Getting Ahead of the Curve: Planning Now for Social Security Deficiencies

If you’re like most people, Social Security will provide 40 percent of your income during retirement. Unfortunately, without changes, the federal government may not have enough money in 16 years to fully fund the program. The Social Security Administration (SSA) paid $952 billion in benefits in 2017; and received $911 billion in taxes and $85 billion in interest earnings.

Social Security’s costs have exceeded revenue from payroll taxes since 2010, but interest income has covered the difference. However, Social Security is on track to run a $2 billion deficit in 2018. If the deficit continues, SSA officials said asset reserves in the Old-Age and Surviors Insurance program will be exhausted by 2034. SSA will reduce benefits by 23 percent and will make payments strictly from payroll tax revenue. SSA officials are encouraging Congress to take action. Fortunately, you don’t have to wait for Congress to improve your financial future.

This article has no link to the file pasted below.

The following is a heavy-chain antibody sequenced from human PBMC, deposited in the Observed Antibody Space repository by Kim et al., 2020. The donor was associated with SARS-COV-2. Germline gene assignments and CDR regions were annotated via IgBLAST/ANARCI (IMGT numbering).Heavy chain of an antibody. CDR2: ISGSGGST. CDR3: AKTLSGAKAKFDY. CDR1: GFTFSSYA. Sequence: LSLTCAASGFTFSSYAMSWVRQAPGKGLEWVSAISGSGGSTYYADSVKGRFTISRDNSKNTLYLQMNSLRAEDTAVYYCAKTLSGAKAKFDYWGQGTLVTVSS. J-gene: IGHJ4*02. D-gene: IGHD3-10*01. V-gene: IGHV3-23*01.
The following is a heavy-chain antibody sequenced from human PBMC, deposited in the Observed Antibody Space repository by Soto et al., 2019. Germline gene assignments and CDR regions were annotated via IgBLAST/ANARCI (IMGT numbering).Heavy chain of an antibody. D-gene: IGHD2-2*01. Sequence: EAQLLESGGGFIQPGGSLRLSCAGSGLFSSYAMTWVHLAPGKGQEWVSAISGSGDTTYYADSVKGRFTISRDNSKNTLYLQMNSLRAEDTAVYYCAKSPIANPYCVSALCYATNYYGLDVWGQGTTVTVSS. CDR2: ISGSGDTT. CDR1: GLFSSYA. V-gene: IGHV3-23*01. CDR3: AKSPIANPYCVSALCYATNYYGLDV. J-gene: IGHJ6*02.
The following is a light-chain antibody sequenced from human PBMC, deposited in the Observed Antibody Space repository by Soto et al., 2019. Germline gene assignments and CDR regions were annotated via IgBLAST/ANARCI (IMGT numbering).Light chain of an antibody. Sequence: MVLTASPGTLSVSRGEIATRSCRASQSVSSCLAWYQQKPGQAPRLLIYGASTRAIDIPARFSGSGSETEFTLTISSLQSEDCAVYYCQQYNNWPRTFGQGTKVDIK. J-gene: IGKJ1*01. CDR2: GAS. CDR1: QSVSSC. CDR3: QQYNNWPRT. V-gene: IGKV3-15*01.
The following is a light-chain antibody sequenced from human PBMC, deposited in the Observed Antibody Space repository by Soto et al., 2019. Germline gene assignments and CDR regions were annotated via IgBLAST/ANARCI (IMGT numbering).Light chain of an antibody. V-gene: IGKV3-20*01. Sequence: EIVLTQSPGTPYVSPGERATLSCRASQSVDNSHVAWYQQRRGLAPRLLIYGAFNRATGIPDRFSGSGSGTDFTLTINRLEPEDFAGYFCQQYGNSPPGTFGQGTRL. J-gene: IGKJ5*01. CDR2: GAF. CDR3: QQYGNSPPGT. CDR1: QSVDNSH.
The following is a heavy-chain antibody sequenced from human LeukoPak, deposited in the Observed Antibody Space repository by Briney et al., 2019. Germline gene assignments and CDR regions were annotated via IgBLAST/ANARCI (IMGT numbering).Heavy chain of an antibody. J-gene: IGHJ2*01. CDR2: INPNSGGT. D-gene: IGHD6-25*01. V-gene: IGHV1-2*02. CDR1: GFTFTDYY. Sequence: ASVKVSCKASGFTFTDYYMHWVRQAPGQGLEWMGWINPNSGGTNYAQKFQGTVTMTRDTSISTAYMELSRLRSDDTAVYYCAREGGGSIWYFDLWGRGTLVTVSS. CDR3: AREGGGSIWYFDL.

You can take proactive steps to provide retirement funds and avoid depending heavily on Social Security. Social Security Tactics Experts recommend waiting until you’re 70 to take benefits. After age 62 and before age 70, benefits are temporarily reduced $1 for every $2 earned over $15,480. If you wait to retire, your benefits continue to be adjusted upwards each year.

The expected shortfall has future retirees contemplating applying for benefits sooner rather than later. Retirees often need more money early in retirement when they want to travel and pursue hobbies, so taking the money early may make sense.

Full Newsletter